The Content Of The Article:
- 1. Find a shady spot for your plants
- 2. Set up irrigation
- 3. Clean flowers
- 4. Weeding
- 5. pruning
- 6. Fertilize
- 7. Plant protection
Summer time is vacation time! With all the anticipation of the deserved summer vacation, the hobby gardener is asking the question: Who cares reliably about the pot and container plants while you are on the move? Those who have a good rapport with their neighbors or friends with a green thumb should seek their help. So that the vacation replacement does not have to stop by every day to pour, some precautions help.
1. Find a shady spot for your plants
Bring your potted plants together in the garden or on the terrace where there is shade - even those plants that prefer to stand in the sun. Because in the shade they need less water and survive two to three weeks absence much better. Shadow donors are trees or pavilions. The latter, however, do not let rain through. A sheltered area is also beneficial in weather events such as thunderstorms and hail, so that the plants are not damaged.
In order to reduce the evaporation in the pots, it already helps to put the potted plants in a shade place
2. Set up irrigation
Before the trip, you should pour your potted plants outdoors again vigorously until the root ball is well moistened. But beware of waterlogging! Those who have no helpers on site should resort to irrigation systems for stays of several weeks. Automatic systems are controlled via a control computer at the tap. From a main tube smaller hoses lead to the plants to supply them with water. Install and test these systems two to three weeks before you go on vacation. This allows you to adjust settings such as irrigation amount and duration.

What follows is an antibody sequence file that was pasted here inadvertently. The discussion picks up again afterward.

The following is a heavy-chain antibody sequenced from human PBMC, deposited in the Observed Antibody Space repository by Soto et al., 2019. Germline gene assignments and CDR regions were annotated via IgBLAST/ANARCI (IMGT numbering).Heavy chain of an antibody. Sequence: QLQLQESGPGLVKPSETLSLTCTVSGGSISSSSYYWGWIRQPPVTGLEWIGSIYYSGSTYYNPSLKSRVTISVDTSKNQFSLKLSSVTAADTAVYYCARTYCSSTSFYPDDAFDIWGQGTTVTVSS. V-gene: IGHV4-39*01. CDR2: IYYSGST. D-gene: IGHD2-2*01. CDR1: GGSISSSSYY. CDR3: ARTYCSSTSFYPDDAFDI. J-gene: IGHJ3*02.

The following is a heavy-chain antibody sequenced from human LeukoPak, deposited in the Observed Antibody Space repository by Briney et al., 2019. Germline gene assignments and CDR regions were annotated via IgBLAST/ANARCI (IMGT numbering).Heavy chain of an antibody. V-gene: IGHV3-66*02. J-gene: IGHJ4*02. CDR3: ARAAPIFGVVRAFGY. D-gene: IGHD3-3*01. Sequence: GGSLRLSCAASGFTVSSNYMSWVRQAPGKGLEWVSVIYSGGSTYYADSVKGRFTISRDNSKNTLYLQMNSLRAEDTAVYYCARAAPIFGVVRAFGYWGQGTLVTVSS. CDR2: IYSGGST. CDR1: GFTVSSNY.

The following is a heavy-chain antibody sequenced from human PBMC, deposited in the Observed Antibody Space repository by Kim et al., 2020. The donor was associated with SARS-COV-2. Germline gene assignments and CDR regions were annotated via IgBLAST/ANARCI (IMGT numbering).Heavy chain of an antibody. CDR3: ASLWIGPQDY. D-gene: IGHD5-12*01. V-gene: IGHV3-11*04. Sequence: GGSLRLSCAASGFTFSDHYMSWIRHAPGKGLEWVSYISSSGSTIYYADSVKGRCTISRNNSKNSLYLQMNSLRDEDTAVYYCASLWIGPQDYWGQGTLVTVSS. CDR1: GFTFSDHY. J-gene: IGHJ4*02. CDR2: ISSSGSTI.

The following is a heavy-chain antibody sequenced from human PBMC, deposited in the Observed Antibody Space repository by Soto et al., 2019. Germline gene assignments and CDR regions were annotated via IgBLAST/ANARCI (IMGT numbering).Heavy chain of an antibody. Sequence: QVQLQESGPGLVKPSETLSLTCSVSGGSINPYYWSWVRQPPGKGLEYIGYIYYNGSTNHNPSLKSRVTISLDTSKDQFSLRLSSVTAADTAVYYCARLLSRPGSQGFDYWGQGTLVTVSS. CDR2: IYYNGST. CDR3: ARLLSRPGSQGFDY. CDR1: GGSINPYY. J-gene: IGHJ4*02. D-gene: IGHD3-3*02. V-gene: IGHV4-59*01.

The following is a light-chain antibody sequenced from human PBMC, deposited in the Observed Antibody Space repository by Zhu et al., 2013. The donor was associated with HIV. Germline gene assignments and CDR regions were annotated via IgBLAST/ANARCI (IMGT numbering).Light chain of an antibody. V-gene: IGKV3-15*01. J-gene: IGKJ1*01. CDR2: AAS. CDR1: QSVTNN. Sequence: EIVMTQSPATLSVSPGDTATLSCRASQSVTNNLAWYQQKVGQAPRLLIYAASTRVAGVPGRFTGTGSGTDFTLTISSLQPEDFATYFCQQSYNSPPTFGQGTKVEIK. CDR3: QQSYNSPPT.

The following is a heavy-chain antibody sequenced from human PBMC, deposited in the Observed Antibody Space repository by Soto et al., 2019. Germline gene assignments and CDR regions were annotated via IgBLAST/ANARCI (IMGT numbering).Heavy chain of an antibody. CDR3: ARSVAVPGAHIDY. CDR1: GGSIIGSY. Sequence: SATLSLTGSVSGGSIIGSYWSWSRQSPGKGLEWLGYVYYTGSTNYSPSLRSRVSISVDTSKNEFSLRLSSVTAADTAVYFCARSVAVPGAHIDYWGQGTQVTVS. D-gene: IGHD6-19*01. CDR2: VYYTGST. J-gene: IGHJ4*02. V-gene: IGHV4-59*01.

A simple but effective principle for the supply of potted plants are clay cones, which suck in fresh water from a reservoir in dry conditions and release it evenly to the ground. The plants are watered only when needed - ie dry soil. And the system does not have to be connected to the faucet. If something goes wrong, so the maximum amount of water from the container can leak - this gives a better feeling, if you are not home for several days.
3. Clean flowers
Remove withered flowers and damaged leaves before leaving. When it rains, withered flowers can easily stick together and develop into foci for fungal diseases. With many balcony plants, flowers can be plucked off easily. Marguerites are cut with scissors by about a quarter. With geraniums one wears out the withered pedicels carefully by hand.
The regular removal of withered flowers prevents Oleander disease
Pluck out any weeds that sprout in the pots. The high-growth ones could quickly overgrow small potted plants. In addition, they consume water and nutrients that are intended for the actual pot inhabitants.
Cut back on vigorous species like leadwort or gentian shrub, then they will be in shape when you come back.
Although most potted plants need a dose of fertilizer every week, it does not matter if they expose two or three times. Fertilize very carefully in the weeks before. So a small nutrient supply builds up in the earth.
7. Plant protection
Just over two weeks before departure, the plants are checked for diseases and pests, so that they can be treated again if necessary. If a pest goes unnoticed, it can otherwise multiply unhindered on vacation.